New York Times best-selling author of Girl With a Pearl Earring, Tracy Chevalier, makes her first fictional foray into the American past in The Last Runaway, bringing to life the Underground Railroad and illuminating the principles, passions and realities that fueled this extraordinary freedom movement.
In New York Times best-selling author Tracy Chevalier’s newest historical saga, she introduces Honor Bright, a modest English Quaker who moves to Ohio in 1850, only to find herself alienated and alone in a strange land. Sick from the moment she leaves England, and fleeing personal disappointment, she is forced by family tragedy to rely on strangers in a harsh, unfamiliar landscape.
Nineteenth-century America is practical, precarious, and unsentimental, and scarred by the continuing injustice of slavery. In her new home Honor discovers that principles count for little, even within a religious community meant to be committed to human equality.
However, drawn into the clandestine activities of the Underground Railroad, a network helping runaway slaves escape to freedom, Honor befriends two surprising women who embody the remarkable power of defiance. Eventually she must decide if she too can act on what she believes in, whatever the personal costs.
A powerful journey brimming with color and drama, The Last Runaway is Tracy Chevalier’s vivid engagement with an iconic part of American history.
©2013 Tracy Chevalier (P)2013 Penguin Audio
The audio version is preferable to me only when I am unable to sit down and hold a book.
The information I gleaned about the Underground Railway as it pertained to the Early American Quakers & their counterparts in England
Honor's mother-in-law. She did not represent the supposedly non-judgemental, Christ like Quakers of that time.
I have Quaker Heritage on both sides of my family tree though my childhood paternal side did not know that. I have always appreciated the legacy I felt resulted in my own family's treatment of women in our small, rural community and in Friends churches throughout Mid-America where I grew up.
As a result, I found the author's research and representation of this time in Early American history quite solid.
This one is quite boring in my opinion. It's not stirring any kind of emotion in me, it's just something to listen too, and compared to some of the other slave type stories it's just not very good.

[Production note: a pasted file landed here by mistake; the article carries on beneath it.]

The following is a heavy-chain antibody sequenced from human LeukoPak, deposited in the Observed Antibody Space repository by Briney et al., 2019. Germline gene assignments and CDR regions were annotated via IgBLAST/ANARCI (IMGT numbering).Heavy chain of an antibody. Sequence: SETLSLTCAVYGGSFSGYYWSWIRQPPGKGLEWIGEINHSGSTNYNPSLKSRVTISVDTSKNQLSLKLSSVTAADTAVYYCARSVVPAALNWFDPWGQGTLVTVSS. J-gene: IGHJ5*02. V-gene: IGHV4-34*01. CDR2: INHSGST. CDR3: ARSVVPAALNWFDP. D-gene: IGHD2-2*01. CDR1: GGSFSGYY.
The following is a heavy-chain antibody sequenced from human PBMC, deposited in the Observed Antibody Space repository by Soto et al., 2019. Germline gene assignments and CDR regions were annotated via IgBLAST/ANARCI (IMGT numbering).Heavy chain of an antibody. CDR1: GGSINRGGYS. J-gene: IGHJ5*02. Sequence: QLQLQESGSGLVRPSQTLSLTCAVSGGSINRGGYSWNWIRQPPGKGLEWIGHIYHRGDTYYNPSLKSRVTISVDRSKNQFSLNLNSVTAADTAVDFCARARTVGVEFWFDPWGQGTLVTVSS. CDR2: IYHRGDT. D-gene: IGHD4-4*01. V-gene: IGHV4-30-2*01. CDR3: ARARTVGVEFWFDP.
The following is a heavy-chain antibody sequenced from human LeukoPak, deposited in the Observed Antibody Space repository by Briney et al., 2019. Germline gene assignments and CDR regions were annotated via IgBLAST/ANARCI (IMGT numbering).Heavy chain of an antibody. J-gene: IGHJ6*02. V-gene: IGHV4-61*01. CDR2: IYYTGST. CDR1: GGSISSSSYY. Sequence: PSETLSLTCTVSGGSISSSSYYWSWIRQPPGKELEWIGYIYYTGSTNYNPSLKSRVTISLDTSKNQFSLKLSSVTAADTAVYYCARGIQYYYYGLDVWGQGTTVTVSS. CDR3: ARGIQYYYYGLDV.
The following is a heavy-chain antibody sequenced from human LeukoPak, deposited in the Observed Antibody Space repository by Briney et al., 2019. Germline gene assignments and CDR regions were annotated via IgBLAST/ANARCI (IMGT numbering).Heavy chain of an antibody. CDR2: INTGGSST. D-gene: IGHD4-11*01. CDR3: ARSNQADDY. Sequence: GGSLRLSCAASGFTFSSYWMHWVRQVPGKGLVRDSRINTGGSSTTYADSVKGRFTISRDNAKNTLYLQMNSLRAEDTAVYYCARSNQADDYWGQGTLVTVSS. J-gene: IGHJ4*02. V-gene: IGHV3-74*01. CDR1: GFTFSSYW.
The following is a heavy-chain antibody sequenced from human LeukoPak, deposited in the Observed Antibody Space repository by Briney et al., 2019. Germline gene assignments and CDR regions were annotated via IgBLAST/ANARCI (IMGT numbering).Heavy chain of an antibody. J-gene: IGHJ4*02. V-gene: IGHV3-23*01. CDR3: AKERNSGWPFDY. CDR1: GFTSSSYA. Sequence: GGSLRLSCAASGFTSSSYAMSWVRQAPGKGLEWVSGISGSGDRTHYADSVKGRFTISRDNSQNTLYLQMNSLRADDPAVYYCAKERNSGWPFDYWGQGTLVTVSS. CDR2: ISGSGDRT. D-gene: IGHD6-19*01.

Some what computer like
The long scene about quilting
I love books, but I particularly love audio books. What a luxury to have someone like Campbell Scott read you to sleep.
I usually enjoy Tracy Chevalier's books but I kept waiting for the connection between the quilt making and the use of quilts as a code* used by the Underground Railroad to help slaves find their way to Canada and freedom. Here's a quote from Sarah Ives in a National Geographic article: "Two historians say African American slaves may have used a quilt code to navigate the Underground Railroad. Quilts with patterns named "wagon wheel," "tumbling blocks," and "bear's paw" appear to have contained secret messages that helped direct slaves to freedom, the pair claim." I wonder why this was not part of the story? It would have made for a much more compelling tale, and because this use of quilts and symbols are fairly well known, I would think other readers would have been waiting for the same thing.*Jacqueline Tobin and Raymond Dobard Hidden in Plain View: A Secret Story of Quilts and the Underground Railroad
Waiting for Chevalier to make the 'quilt code' part of the story.
Didn't enjoy the narration all that much and the use of 'thy' and 'thee'. We got it that they were Quakers and this was distracting. Maybe it worked in the book, but not as an audio book.
Probably not, unless screenwriters super charged it.
If you enjoy endless descriptions of quilts and detailed descriptions of everything, you might like this book.
The characters were too stereotyped - the nearly perfect, meek and mild Hannah, the bawdy Belle with a heart of gold, the tempting bad boy. I was hoping for more underground railroad adventure, but this was rather dull and plodding. I liked the story well enough, but it seemed to drag, with way too much repetition of how wonderful Hannah was as a seamstress. It made Quakers seem dull and boring.
It was not clear at all why Hannah would be the least bit attracted to Donovan, so this could have been fleshed out more.
She seemed to use the same inflection on nearly every sentence, rising unnaturally at the end. It became annoying after awhile.
I don't think I would cut any scenes, necessarily, but I would eliminate some of the redundant descriptions.
A different narrator.
The main character Honor Bright Haymaker was not as strong as some of her other female characters in her other books. Honor was just a bit too whiney for me to enjoy this book.
Nothing. Every sentence sounded like it ended in a question. Her accent for Honor was not consistent. I almost didn't finish the book because of her narration.
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